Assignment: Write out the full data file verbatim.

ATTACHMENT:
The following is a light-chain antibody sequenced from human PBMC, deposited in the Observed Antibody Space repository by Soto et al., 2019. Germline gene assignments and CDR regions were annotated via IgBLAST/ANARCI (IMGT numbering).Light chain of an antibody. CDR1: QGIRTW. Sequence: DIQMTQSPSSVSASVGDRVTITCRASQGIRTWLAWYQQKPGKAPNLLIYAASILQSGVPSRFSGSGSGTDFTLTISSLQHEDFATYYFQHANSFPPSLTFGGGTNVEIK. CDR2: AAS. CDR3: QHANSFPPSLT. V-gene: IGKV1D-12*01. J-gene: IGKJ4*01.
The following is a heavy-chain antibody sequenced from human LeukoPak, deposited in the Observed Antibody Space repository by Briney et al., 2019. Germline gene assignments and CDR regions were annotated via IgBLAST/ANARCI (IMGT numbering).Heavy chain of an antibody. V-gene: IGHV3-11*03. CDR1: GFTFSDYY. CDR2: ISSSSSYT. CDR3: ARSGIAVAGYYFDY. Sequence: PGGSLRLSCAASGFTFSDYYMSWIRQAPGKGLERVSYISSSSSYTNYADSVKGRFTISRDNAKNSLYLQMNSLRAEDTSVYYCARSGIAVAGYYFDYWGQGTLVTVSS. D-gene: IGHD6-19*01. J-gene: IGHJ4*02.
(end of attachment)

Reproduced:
The following is a light-chain antibody sequenced from human PBMC, deposited in the Observed Antibody Space repository by Soto et al., 2019. Germline gene assignments and CDR regions were annotated via IgBLAST/ANARCI (IMGT numbering).Light chain of an antibody. CDR1: QGIRTW. Sequence: DIQMTQSPSSVSASVGDRVTITCRASQGIRTWLAWYQQKPGKAPNLLIYAASILQSGVPSRFSGSGSGTDFTLTISSLQHEDFATYYFQHANSFPPSLTFGGGTNVEIK. CDR2: AAS. CDR3: QHANSFPPSLT. V-gene: IGKV1D-12*01. J-gene: IGKJ4*01.
The following is a heavy-chain antibody sequenced from human LeukoPak, deposited in the Observed Antibody Space repository by Briney et al., 2019. Germline gene assignments and CDR regions were annotated via IgBLAST/ANARCI (IMGT numbering).Heavy chain of an antibody. V-gene: IGHV3-11*03. CDR1: GFTFSDYY. CDR2: ISSSSSYT. CDR3: ARSGIAVAGYYFDY. Sequence: PGGSLRLSCAASGFTFSDYYMSWIRQAPGKGLERVSYISSSSSYTNYADSVKGRFTISRDNAKNSLYLQMNSLRAEDTSVYYCARSGIAVAGYYFDYWGQGTLVTVSS. D-gene: IGHD6-19*01. J-gene: IGHJ4*02.